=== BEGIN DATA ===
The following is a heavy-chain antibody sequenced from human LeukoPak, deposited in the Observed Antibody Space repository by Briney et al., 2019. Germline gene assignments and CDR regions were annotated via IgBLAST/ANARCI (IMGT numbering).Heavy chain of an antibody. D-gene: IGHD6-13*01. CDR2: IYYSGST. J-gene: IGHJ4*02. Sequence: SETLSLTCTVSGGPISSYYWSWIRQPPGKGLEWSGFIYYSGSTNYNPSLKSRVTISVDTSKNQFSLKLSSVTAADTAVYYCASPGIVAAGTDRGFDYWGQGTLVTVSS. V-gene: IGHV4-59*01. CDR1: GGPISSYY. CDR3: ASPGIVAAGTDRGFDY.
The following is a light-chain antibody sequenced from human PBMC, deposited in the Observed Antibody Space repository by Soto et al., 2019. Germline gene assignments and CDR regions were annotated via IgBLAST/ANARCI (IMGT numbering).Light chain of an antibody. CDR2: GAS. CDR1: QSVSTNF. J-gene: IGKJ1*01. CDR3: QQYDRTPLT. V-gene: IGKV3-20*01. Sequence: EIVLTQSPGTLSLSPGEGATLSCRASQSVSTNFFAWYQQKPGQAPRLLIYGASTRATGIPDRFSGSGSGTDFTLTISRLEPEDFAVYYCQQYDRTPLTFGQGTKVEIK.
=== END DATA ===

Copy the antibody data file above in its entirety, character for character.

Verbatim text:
The following is a heavy-chain antibody sequenced from human LeukoPak, deposited in the Observed Antibody Space repository by Briney et al., 2019. Germline gene assignments and CDR regions were annotated via IgBLAST/ANARCI (IMGT numbering).Heavy chain of an antibody. D-gene: IGHD6-13*01. CDR2: IYYSGST. J-gene: IGHJ4*02. Sequence: SETLSLTCTVSGGPISSYYWSWIRQPPGKGLEWSGFIYYSGSTNYNPSLKSRVTISVDTSKNQFSLKLSSVTAADTAVYYCASPGIVAAGTDRGFDYWGQGTLVTVSS. V-gene: IGHV4-59*01. CDR1: GGPISSYY. CDR3: ASPGIVAAGTDRGFDY.
The following is a light-chain antibody sequenced from human PBMC, deposited in the Observed Antibody Space repository by Soto et al., 2019. Germline gene assignments and CDR regions were annotated via IgBLAST/ANARCI (IMGT numbering).Light chain of an antibody. CDR2: GAS. CDR1: QSVSTNF. J-gene: IGKJ1*01. CDR3: QQYDRTPLT. V-gene: IGKV3-20*01. Sequence: EIVLTQSPGTLSLSPGEGATLSCRASQSVSTNFFAWYQQKPGQAPRLLIYGASTRATGIPDRFSGSGSGTDFTLTISRLEPEDFAVYYCQQYDRTPLTFGQGTKVEIK.